When Joseph Nye, Jr., first used the phrase soft power in 1990 in his book Bound to Lead: The Changing Nature of American Power, China did not factor much into his calculus of world order: It had relatively little military and economic power, and none of the softer “persuasive” or “attractive” abilities that Nye saw as key features of the global domination of the United States.
Today, we live in a different world, and though China is achieving remarkable military might and economic dominance, Nye would argue that China has only made stumbling progress in becoming a more attractive brand to most other nations.
What are the continuing roadblocks to China’s progress in building soft power? How is Donald Trump affecting the balance of such power between the U.S. and China? Are both countries headed toward an inevitable great power conflict — also known as the Thucydides Trap — in which an established power’s fear of a rising power escalates toward war? And has the meaning of the term soft power changed in the last 25 years, between 1990 and 2015, when Nye published his most recent book, Is the American Century Over?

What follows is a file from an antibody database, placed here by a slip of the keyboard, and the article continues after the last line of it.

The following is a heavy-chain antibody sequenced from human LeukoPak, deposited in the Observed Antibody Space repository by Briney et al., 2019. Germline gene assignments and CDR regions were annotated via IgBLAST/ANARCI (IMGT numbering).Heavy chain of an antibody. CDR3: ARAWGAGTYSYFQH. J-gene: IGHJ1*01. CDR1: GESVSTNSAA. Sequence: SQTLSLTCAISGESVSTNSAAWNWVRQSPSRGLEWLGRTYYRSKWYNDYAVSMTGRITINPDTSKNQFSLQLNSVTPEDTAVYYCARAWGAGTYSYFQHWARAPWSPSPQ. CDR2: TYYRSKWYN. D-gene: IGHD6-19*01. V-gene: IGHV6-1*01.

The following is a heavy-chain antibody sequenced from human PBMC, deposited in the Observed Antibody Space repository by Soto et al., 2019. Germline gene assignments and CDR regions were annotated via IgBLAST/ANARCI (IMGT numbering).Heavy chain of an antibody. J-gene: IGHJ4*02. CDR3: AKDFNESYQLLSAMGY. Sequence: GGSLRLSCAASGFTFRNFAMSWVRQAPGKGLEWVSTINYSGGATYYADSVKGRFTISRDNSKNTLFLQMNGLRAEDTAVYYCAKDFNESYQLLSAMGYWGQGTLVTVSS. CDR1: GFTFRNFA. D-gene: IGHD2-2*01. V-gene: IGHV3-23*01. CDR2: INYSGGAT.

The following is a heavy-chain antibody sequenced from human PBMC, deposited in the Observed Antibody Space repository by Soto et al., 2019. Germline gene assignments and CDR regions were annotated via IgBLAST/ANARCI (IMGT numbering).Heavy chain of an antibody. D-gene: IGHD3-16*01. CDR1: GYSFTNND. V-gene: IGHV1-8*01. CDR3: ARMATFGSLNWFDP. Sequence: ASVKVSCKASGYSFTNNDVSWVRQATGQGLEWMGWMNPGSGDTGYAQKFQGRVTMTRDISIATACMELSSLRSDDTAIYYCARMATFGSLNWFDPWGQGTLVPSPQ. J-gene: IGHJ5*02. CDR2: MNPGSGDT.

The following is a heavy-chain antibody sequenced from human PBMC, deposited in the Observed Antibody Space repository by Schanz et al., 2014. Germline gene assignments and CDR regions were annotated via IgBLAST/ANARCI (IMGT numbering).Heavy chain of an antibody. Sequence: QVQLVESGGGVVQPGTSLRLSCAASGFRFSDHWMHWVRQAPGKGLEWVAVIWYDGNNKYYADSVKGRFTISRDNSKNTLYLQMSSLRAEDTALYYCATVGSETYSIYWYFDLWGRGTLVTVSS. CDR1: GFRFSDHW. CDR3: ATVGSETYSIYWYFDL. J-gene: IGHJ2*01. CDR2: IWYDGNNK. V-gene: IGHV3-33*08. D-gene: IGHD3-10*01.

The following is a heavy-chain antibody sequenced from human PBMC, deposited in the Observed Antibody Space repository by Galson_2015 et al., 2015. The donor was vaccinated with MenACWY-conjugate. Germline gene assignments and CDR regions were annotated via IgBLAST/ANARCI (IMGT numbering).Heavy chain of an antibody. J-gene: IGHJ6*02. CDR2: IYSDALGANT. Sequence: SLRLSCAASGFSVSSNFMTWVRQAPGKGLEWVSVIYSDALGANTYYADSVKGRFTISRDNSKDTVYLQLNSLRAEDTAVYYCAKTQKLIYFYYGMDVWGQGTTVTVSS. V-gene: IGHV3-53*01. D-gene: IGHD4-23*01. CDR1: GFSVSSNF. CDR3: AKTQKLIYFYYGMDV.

Jeremy and Kaiser spoke with Nye, a University Distinguished Service Professor at Harvard University, at Harvard’s John F. Kennedy School of Government, where he was formerly the dean.
Jeremy: “Imagining Re-Engineered Muslims in Northwest China,” a largely visual article by Darren Byler on Chinese propaganda about Muslims in Xinjiang Province.
Joe: Is the American Century Over?, his most recent book, which contains a chapter that specifically compares the U.S. and China in soft power. Plus, an upcoming (planned for a mid-September 2017 release) Ken Burns film on the Vietnam War, which should be of interest to anyone interested in Asia, the U.S., or history in general.
Kaiser: The collection of Renaissance oil paintings at the Arthur M. Sackler Museum at Harvard University.